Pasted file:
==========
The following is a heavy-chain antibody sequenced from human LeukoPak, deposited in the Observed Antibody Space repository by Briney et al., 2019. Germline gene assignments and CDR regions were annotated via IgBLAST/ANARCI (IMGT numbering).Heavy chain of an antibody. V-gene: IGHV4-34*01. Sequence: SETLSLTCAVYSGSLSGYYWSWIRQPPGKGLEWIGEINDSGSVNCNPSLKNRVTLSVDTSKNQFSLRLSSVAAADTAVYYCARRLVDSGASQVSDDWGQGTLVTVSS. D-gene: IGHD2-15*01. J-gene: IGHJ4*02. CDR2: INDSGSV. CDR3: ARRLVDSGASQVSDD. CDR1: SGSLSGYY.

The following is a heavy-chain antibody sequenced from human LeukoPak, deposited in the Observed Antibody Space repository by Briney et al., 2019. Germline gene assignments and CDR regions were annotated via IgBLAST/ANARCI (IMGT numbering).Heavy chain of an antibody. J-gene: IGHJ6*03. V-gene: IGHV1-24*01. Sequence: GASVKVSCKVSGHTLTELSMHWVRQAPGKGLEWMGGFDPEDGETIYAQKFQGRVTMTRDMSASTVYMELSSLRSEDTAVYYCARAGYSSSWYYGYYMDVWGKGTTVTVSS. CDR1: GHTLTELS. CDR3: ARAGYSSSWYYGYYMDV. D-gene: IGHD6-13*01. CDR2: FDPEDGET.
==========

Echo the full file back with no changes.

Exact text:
The following is a heavy-chain antibody sequenced from human LeukoPak, deposited in the Observed Antibody Space repository by Briney et al., 2019. Germline gene assignments and CDR regions were annotated via IgBLAST/ANARCI (IMGT numbering).Heavy chain of an antibody. V-gene: IGHV4-34*01. Sequence: SETLSLTCAVYSGSLSGYYWSWIRQPPGKGLEWIGEINDSGSVNCNPSLKNRVTLSVDTSKNQFSLRLSSVAAADTAVYYCARRLVDSGASQVSDDWGQGTLVTVSS. D-gene: IGHD2-15*01. J-gene: IGHJ4*02. CDR2: INDSGSV. CDR3: ARRLVDSGASQVSDD. CDR1: SGSLSGYY.

The following is a heavy-chain antibody sequenced from human LeukoPak, deposited in the Observed Antibody Space repository by Briney et al., 2019. Germline gene assignments and CDR regions were annotated via IgBLAST/ANARCI (IMGT numbering).Heavy chain of an antibody. J-gene: IGHJ6*03. V-gene: IGHV1-24*01. Sequence: GASVKVSCKVSGHTLTELSMHWVRQAPGKGLEWMGGFDPEDGETIYAQKFQGRVTMTRDMSASTVYMELSSLRSEDTAVYYCARAGYSSSWYYGYYMDVWGKGTTVTVSS. CDR1: GHTLTELS. CDR3: ARAGYSSSWYYGYYMDV. D-gene: IGHD6-13*01. CDR2: FDPEDGET.